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Maxwell School News and Commentary

Filtered by: U.S. National Security

O'Keefe discusses USS Theodore Roosevelt COVID incident in NY Times, Washington Post

"At its core, this is about an aircraft carrier skipper who sees an imminent threat and is forced to make a decision that risks his career in the act of what he believes to be the safety of the near 5,000 members of his crew," says University Professor Sean O’Keefe.

April 9, 2020

Banks cautions against use of military during pandemic in Daily News

Most of the time...America’s military forces have remained in the background, waiting for direction from civilian leaders to respond to crises and then only in limited ways," says William C. Banks, professor emeritus of public administration and international affairs. "That’s by design. We train soldiers to fight and win wars and deter threats overseas."

April 6, 2020

Banks explains the Insurrection Act in HowStuffWorks article

"The Insurrection Act may be invoked only following an invasion, insurrection or widespread domestic violence," says William C. Banks, professor emeritus of public administration and international affairs. "Only if states attempt to leave the Union would state defiance enable Insurrection Act authority. Otherwise the states control their citizens' health, welfare and safety."

April 1, 2020

Banks writes about martial law and the pandemic in The Atlantic

"If martial law were invoked, the government would be conducted ad hoc by the president or a military commander based entirely on his or her opinion of what was needed to meet the emergency, unbound by any laws and with no transparency or public participation, and probably no accountability afterward," writes William C. Banks, professor emeritus of public administration and international affairs. 

March 27, 2020

Banks discusses FISA reforms with Sinclair Broadcast Group

Professor Emeritus William C. Banks says the changes to the Foreign Intelligence Surveillance Act process in the bill would increase accountability for abuses of the system and require the FBI to disclose more information to the court.

March 16, 2020

Lovely speaks to Washington Times about FBI, Chinese-American scientists

Professor of Economics Mary Lovely says the rules governing scientists’ ties to Chinese research institutions are murky and sometimes lead prosecutors to charge people who have made innocent mistakes. "People can stumble into things inadvertently. The rules have to be very clear and if someone violates those clear rules, then you throw the book at them," she says.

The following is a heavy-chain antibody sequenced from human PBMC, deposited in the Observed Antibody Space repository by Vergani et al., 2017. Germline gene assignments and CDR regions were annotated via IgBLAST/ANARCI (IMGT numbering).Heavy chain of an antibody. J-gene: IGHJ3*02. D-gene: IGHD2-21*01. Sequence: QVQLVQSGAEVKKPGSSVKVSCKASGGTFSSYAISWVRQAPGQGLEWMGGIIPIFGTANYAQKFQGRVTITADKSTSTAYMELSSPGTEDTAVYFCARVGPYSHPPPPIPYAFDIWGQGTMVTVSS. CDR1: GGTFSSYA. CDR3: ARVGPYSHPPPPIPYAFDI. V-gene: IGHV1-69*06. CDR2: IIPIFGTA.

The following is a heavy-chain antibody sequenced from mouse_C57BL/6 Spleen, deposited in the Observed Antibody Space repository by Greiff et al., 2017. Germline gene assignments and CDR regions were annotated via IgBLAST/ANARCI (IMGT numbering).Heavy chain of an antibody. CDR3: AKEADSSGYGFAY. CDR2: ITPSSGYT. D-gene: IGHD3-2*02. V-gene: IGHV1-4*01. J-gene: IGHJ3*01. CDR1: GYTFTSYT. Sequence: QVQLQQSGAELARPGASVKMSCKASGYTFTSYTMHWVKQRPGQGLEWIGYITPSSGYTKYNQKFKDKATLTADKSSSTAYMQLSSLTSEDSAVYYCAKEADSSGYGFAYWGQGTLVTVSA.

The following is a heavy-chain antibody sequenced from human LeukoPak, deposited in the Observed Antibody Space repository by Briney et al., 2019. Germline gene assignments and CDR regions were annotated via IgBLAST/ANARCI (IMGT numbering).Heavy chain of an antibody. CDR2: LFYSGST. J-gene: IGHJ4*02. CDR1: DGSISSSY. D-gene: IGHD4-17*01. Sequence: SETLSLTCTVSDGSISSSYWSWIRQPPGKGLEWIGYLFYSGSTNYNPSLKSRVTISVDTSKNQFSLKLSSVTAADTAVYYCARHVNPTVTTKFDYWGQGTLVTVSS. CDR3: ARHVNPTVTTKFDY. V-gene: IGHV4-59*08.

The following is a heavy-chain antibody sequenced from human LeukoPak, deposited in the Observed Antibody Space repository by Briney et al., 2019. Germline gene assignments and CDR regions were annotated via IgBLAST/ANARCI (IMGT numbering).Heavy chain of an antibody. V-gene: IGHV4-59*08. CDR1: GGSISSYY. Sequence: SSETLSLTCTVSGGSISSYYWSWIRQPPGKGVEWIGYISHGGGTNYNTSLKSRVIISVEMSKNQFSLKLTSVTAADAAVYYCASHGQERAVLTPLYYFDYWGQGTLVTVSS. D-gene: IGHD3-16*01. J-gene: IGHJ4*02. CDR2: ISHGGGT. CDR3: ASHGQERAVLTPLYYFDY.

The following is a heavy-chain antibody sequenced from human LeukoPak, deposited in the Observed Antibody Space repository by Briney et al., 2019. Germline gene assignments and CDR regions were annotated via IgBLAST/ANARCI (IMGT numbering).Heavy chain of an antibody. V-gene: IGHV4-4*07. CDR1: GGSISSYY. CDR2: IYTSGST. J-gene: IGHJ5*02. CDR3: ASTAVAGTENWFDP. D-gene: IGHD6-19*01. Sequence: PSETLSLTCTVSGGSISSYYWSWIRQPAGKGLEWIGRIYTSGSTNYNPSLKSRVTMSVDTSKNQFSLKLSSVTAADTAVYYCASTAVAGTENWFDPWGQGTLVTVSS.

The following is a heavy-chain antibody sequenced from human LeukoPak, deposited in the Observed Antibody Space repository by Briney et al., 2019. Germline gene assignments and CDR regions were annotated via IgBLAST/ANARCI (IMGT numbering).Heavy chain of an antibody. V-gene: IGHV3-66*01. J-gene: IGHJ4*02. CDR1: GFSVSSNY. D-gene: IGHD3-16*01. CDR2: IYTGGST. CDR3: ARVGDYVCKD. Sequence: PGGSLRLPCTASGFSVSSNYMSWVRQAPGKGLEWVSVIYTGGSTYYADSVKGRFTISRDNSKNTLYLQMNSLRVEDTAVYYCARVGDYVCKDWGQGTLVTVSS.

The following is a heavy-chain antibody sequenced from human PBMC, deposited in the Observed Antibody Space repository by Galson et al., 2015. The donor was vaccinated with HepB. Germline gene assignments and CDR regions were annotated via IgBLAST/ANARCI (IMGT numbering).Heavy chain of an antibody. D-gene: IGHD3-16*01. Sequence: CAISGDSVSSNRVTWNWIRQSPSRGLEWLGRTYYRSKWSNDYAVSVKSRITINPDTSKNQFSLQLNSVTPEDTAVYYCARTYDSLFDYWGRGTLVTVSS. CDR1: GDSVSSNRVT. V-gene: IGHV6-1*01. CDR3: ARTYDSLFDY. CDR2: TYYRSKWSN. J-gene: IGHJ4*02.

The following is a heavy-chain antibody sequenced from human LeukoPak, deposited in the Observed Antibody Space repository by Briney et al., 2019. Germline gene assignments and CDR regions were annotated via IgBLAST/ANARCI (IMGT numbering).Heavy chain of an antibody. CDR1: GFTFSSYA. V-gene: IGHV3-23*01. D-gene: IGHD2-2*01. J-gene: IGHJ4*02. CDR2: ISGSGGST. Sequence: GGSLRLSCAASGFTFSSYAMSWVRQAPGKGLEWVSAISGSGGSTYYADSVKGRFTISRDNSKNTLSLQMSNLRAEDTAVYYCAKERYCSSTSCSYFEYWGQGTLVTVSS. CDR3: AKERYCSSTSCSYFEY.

February 25, 2020

Banks comments on FISA reform in USA Today

Professor Emeritus William C. Banks said congressional action regarding FISA could further insert politics into a process that should be free of it. "All the politics that surrounded the headlines of this story would rear their ugly head again," he says. "It could end up with more amendments to FISA that do more harm than good."

December 17, 2019

O'Keefe op-ed on Trump and the military published in NY Times

"Contamination from the president’s approach is amplified when his judgment is largely shaped by television commentators and his decision announced by tweet," write University Professor Sean O'Keefe and his co-author. "No one is as well positioned to balance the exigencies of combat and the demands of law and ethics as a panel of fellow sailors, Marines, airmen or soldiers," they add.

November 26, 2019

Reeher weighs in on Trump's removal of US troops in Syria in the Hill

"Even among his customary allies and supporters, there has been pretty blunt criticism, not only of the policy choice but of the way it was done and the way it is continuing to be done," says Grant Reeher, professor of political science, of the troop withdrawal in Syria.

October 22, 2019

Steinberg op-ed on US-Japan relations published in Nikkei Asian Review

"If the U.S., under Trump or a successor, continues to take Japan's support for granted while ignoring Japan's interests, the U.S. grand strategy for the Indo-Pacific, which depends so heavily on allied support for bases and operations, could become increasingly untenable," writes University Professor James Steinberg.

June 13, 2019

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